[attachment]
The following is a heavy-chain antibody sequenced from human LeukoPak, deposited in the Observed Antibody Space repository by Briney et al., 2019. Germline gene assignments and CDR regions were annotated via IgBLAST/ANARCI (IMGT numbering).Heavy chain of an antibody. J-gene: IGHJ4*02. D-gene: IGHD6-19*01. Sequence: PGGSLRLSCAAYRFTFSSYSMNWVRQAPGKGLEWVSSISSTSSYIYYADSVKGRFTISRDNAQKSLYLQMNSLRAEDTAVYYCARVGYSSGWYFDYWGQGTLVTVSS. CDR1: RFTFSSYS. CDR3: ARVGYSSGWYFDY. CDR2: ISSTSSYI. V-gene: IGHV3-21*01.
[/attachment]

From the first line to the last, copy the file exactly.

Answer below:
The following is a heavy-chain antibody sequenced from human LeukoPak, deposited in the Observed Antibody Space repository by Briney et al., 2019. Germline gene assignments and CDR regions were annotated via IgBLAST/ANARCI (IMGT numbering).Heavy chain of an antibody. J-gene: IGHJ4*02. D-gene: IGHD6-19*01. Sequence: PGGSLRLSCAAYRFTFSSYSMNWVRQAPGKGLEWVSSISSTSSYIYYADSVKGRFTISRDNAQKSLYLQMNSLRAEDTAVYYCARVGYSSGWYFDYWGQGTLVTVSS. CDR1: RFTFSSYS. CDR3: ARVGYSSGWYFDY. CDR2: ISSTSSYI. V-gene: IGHV3-21*01.